Financial Institutions Need to Earn Customer Satisfaction with the Mobile Experience, Not Buy It
What does it cost to dominate mobile in banking these days?
With consumer behavior shifting dramatically from branch networks to online and mobile channels, the stakes have never been higher for financial services organizations. Brett King, in his book Bank 3.0, believes that banking will be primarily a mobile and online endeavor in as little as just two years.
We know mobile is important to banks, but let’s get back to what it costs…
Bank of America (BoA) apparently believes it costs a lot. BoA reduced the number of branches by 6% to 5,151 and grew their mobile user base by 20% to 14.4 million compared to a year ago. They are reducing their costs by cutting back on the more expensive service channel (branches) in order to serve and meet customers in their preferred (and more cost-effective) channel.
So, how much is a lot?
Here are BoA CEO Brian Moynihan’s own words during their earnings call last week:
“So we have probably a half a billion dollars we put in the online mobile platform across the last three or four years, and we’ll continue to invest at that rate.”
Half a billion already invested and another half billion to come. How does another bank, whether large, regional or credit union, compete with that? Of course, it could help to have that kind of budget but the stark reality is that even other large banks don’t have those resources available. But here’s the secret: regardless of how much money you throw at it, customer satisfaction with the mobile experience can’t be bought…it has to be earned.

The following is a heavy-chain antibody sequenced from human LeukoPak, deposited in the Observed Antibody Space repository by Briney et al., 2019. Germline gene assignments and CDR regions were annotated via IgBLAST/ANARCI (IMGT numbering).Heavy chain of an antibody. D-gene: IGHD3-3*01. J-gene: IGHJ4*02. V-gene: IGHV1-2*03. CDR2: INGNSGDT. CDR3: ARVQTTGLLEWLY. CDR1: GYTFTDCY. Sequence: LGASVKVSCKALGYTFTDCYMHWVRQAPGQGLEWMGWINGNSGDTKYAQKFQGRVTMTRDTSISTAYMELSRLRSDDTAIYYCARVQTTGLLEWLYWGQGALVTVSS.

The key to competing (and winning) is to make smart, confident decisions based on a true understanding of customer needs and expectations. When faced with a long list of business requirements or features in your product backlog, let your customers guide you in prioritizing the improvements that will truly drive mobile innovation. It starts with having a system of metrics that includes robust customer experience analytics that allows you to continuously measure and analyze your mobile experience (as well as benchmark them against both industry competitors and mobile leaders across different industries) so you can iterate and accelerate your mobile development cycle to keep up with rising consumer expectations.
Consumers’ expectations in the mobile banking channel are not just being set by singular mobile experiences – they are being set across a multitude of mobile interactions across channels and it takes a multichannel measurement that can help track a customer’s journey across the experience.
The mobile experience will be, if it isn’t already, a key driver for acquisition and retention for financial institutions. More so than any other challenge facing banks today, mobile success will determine a firm’s overall success in the very near future.